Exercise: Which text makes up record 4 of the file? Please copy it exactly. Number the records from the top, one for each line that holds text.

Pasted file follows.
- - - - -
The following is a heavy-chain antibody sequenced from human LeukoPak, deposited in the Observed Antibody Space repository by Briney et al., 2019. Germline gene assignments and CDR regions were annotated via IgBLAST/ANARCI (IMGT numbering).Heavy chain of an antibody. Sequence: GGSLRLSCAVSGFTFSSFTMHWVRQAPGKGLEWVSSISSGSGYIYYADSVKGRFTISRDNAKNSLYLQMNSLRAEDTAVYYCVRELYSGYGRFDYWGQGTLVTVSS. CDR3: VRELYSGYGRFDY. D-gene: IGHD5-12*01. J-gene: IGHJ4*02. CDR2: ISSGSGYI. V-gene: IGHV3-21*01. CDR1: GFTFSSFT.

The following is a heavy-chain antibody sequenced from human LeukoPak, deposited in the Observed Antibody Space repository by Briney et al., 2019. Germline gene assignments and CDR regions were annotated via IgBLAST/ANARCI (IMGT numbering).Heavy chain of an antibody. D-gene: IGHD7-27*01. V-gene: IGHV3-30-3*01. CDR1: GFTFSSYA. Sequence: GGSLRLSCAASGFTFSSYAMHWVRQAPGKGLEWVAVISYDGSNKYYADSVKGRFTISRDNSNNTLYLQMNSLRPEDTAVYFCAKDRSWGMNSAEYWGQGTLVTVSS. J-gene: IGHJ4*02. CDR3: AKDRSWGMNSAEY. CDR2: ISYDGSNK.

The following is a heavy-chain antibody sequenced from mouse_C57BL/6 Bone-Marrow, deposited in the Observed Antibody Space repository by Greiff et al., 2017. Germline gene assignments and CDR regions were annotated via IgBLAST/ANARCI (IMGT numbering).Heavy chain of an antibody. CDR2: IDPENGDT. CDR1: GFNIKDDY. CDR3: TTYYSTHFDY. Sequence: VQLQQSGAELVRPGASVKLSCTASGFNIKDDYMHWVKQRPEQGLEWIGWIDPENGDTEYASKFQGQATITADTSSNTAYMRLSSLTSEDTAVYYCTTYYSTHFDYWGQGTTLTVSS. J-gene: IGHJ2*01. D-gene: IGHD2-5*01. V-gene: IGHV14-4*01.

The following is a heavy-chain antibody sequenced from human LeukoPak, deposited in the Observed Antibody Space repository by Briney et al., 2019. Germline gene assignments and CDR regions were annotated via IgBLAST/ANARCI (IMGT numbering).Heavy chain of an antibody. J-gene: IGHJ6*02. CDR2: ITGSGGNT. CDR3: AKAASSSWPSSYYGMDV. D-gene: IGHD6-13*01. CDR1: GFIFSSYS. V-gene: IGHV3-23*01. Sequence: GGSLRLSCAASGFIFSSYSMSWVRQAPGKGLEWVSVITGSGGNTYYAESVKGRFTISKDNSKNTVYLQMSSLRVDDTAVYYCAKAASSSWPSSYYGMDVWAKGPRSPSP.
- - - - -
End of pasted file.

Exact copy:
The following is a heavy-chain antibody sequenced from human LeukoPak, deposited in the Observed Antibody Space repository by Briney et al., 2019. Germline gene assignments and CDR regions were annotated via IgBLAST/ANARCI (IMGT numbering).Heavy chain of an antibody. J-gene: IGHJ6*02. CDR2: ITGSGGNT. CDR3: AKAASSSWPSSYYGMDV. D-gene: IGHD6-13*01. CDR1: GFIFSSYS. V-gene: IGHV3-23*01. Sequence: GGSLRLSCAASGFIFSSYSMSWVRQAPGKGLEWVSVITGSGGNTYYAESVKGRFTISKDNSKNTVYLQMSSLRVDDTAVYYCAKAASSSWPSSYYGMDVWAKGPRSPSP.